Keep Reading

I’m Sorry I Let Our Friendship Fade Away

In: Friendship, Living, Motherhood
Lonely woman watching sunset sitting on swing

Do you ever find yourself reminiscing, longing for the simplicity of youth and the bonds of friendship that once defined your life? For me, those memories often take me back to our college residence hall days when laughter was abundant and friendships were unbreakable. This is a story of regret, redemption, and the enduring power of friendship—a journey that spans decades and explores the depths of human connection. Our residence hall was more than just a place to sleep; it was our sanctuary, our haven of friendship and fellowship. From late-night chats to impromptu adventures, every moment was a treasure,...

Keep Reading

Not Sure If She’ll Join Your Girls Night Out? Invite Her Anyway.

In: Friendship, Living
Woman looking at phone in evening at home

Who doesn’t love dinner out with friends? Maybe some tacos with a slice of cheesecake at the end with lots of laughter and witty or heartfelt conversation. It’s the best. But I’m going to point out something you may not realize. There are people out there you are forgetting to include, and it’s probably not on purpose. You know your really good friend who’s divorced? When you went out for a group couples dinner, did you think to invite her? What about your other friend whose husband is gone for several months on business and who both usually join your...

Keep Reading

Be the Friend Who Meets You In Your Mess

In: Friendship, Living
Two mothers push strollers outside

Be the friend who doesn’t look at the baseboards, the friend who overlooks the dirt. Be the friend who comes to sit and chat at a messy counter still piled high with breakfast plates yet to be cleaned and junk mail yet to be sorted. Be the friend who explains to her husband every week that the extra $20 out of the budget went to a couple of sisters who needed a surprise coffee and a smile delivered to their door. Be the friend who sees your messy bun, unwashed face, and sweatpants and says, “Girl, you look cute,” and...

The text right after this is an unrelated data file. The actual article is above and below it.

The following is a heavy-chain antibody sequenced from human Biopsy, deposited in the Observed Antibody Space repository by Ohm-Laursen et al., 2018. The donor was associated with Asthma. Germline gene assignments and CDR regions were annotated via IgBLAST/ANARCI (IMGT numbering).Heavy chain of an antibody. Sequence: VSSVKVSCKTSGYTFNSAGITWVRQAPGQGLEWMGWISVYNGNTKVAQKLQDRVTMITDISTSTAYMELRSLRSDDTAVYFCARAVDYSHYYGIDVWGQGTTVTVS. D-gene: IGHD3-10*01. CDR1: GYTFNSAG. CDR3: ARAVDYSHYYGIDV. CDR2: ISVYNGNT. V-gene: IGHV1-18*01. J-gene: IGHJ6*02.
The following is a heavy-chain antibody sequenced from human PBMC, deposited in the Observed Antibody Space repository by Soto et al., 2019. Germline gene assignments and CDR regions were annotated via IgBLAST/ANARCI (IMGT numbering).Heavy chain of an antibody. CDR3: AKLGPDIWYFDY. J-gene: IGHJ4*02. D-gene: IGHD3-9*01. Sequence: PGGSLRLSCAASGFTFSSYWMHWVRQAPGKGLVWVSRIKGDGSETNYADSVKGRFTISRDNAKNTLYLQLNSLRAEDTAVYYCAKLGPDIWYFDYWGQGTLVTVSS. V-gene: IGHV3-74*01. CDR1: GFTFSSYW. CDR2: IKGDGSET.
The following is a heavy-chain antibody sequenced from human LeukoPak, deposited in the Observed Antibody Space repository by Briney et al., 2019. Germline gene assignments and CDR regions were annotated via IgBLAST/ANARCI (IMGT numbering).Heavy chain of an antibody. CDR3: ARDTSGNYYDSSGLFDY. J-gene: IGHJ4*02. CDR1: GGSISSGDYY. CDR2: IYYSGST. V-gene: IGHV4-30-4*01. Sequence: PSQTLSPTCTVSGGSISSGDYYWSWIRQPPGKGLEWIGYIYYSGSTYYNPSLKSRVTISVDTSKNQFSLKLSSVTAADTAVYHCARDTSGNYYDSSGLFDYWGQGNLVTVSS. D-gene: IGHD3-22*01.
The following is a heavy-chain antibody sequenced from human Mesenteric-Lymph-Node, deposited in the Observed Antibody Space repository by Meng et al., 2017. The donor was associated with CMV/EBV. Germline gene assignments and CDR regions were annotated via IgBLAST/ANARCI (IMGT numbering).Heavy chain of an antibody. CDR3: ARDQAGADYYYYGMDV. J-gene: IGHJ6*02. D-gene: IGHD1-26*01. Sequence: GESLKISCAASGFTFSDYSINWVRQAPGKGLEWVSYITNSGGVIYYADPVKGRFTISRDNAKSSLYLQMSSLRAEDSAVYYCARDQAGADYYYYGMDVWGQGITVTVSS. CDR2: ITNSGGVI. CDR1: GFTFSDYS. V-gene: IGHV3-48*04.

Keep Reading

Having Kids Shows Who Your Real Friends Are

In: Friendship, Motherhood
Mother and child walking through forest, color photo

Any mom, typical or special needs, will tell you having kids is the fastest way to tell who your real friends are. When your child is born with special needs this process becomes even more severe and obvious. At first, people visit and want to hold the baby, but once the delays kick in slowly people start to pull away. Disability makes them uncomfortable. That’s the truth. They hope you won’t notice, but you do. Honestly, most stop trying altogether. It’s not just friends who act this way either, sometimes it’s family too. That hurts the most. As a parent...

Keep Reading

Why Doesn’t Anyone Talk about How Hard Adult Friendships Are?

In: Friendship, Living
Woman sitting along on couch looking at smartphone

The scary thing about friendship is it’s completely disposable. You actively choose to remain friends. It can dissolve at any time. No one can force you into it. In marriage, you are bound to one another before God. As a parent, you have a familial obligation to your child. But friendship? That comes completely free and clear. You intentionally let them in, let them see your underbelly. Your messy house. Your imperfect marriage. Your rebellious children. Your weirdness, your quirks, your sin. And they can walk away at any moment. Oh, there are a few exceptions. Maybe you work together....

Keep Reading

The Last Text I Sent Said “I Love You”

In: Friendship, Grief, Living
Soldier in dress uniform, color photo

I’ve been saying “I love you” a lot recently. Not because I have been swept off my feet. Rather, out of a deep appreciation for the people in my life. My children, their significant others, and friends near and far. I have been blessed to keep many faithful friendships, despite the transitions we all experience throughout our lives.  Those from childhood, reunited high school classmates, children of my parent’s friends (who became like family), and those I met at college, through work and shared activities. While physical distance has challenged many of these relationships, cell phones, and Facebook have made...

Keep Reading